When I sent the story out this time, two magazines wanted it. One was a print magazine and one was an ezine. What to do? Incredibly, they both agreed to publish it simultaneously. I’d never heard of that, and I was thrilled.
When “The Missing Sniper” appeared, response to the character and the premise was so enthusiastic and encouraging, I decided to put the same guy into a full novel. I did, and a couple years later, MEMORY OF A MURDER featuring Adam Kingston was published and is still selling quite well.
Now, to everyone who read all the way to here, you’re invited to drop by my Blog/Website at: http://earlwstaggs.wordpress.com and visit with my special guest for the day, an author I know you’ll find interesting.
While you're there, you can read Chapter One of MEMORY OF A MURDER, my first mystery novel, which earned thirteen Five Star reviews.
Memory of a murder
You can also read “The Day I Almost Became a Great Writer,” which some say is the funniest story I’ve ever written. There’s another one there called “White Hats and Happy Trails,” about the day I spent with a boyhood idol, Roy Rogers.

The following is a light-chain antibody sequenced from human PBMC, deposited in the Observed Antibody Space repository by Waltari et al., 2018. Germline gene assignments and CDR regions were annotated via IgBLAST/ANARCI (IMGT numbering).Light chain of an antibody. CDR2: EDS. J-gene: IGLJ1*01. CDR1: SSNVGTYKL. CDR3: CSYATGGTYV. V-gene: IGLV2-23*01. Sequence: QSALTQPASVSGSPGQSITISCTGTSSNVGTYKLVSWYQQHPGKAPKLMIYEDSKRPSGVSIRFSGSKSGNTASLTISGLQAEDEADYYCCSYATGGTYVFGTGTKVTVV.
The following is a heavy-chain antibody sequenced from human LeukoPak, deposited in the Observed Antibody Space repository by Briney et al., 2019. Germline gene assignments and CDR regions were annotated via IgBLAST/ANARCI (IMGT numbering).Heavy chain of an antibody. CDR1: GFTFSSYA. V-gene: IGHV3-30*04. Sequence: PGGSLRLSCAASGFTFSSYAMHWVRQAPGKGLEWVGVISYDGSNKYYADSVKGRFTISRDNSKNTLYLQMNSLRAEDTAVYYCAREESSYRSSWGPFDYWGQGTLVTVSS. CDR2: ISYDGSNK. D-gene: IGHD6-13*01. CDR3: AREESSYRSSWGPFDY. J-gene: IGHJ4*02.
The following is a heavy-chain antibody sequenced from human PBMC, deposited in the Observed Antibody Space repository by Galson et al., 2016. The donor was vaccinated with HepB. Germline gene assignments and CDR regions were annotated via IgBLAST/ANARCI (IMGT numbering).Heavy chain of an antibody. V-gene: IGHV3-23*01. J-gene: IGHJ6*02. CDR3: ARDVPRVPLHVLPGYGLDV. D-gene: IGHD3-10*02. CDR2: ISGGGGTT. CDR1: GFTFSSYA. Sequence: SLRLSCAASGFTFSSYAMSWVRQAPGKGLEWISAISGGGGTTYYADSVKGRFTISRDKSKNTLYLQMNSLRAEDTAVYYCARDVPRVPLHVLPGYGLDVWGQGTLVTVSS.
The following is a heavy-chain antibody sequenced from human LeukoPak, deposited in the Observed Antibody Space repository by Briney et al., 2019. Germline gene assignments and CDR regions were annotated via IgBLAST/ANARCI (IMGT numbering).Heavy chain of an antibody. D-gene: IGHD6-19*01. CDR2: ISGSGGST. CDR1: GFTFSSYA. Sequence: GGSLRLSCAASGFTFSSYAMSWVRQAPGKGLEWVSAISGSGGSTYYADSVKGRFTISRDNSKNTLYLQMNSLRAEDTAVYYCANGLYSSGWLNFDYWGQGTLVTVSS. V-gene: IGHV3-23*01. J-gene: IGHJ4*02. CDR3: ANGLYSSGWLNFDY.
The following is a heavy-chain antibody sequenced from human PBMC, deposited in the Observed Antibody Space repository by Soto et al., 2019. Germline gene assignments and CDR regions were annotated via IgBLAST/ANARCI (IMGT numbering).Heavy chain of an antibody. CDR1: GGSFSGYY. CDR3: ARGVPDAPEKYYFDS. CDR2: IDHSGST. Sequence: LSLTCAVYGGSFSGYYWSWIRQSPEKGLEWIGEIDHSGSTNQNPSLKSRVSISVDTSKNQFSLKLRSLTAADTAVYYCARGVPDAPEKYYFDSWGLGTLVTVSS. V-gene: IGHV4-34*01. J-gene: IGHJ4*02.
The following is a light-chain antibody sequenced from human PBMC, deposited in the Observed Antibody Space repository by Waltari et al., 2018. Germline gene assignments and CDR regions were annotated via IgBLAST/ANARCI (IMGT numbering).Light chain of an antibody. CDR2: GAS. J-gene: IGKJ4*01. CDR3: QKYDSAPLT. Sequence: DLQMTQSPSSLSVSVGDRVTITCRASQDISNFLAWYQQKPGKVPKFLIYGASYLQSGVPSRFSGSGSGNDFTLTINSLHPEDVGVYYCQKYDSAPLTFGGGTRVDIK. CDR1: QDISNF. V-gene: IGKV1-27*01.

Don’t forget to leave a comment on my site. Everyone who does will be entered in a drawing on December 9. The first name drawn will receive a signed print copy of MEMORY OF A MURDER. The second name drawn will have a choice of an ebook or print copy of SHORT STORIES OF EARL STAGGS, a collection of sixteen of my best short stories.
Short Stories of Earl Staggs
Thank you, Jackie, for allowing me to visit here and tell the story behind the story.
Earl, the pleasure has been mine, I assure you. I love your humor and your books, and I'm sure my readers will, too.
Here's Earl's contact information:
Thanks to everyone for stopping by, and remember, if you leave a comment that gives you a chance at winning a free books.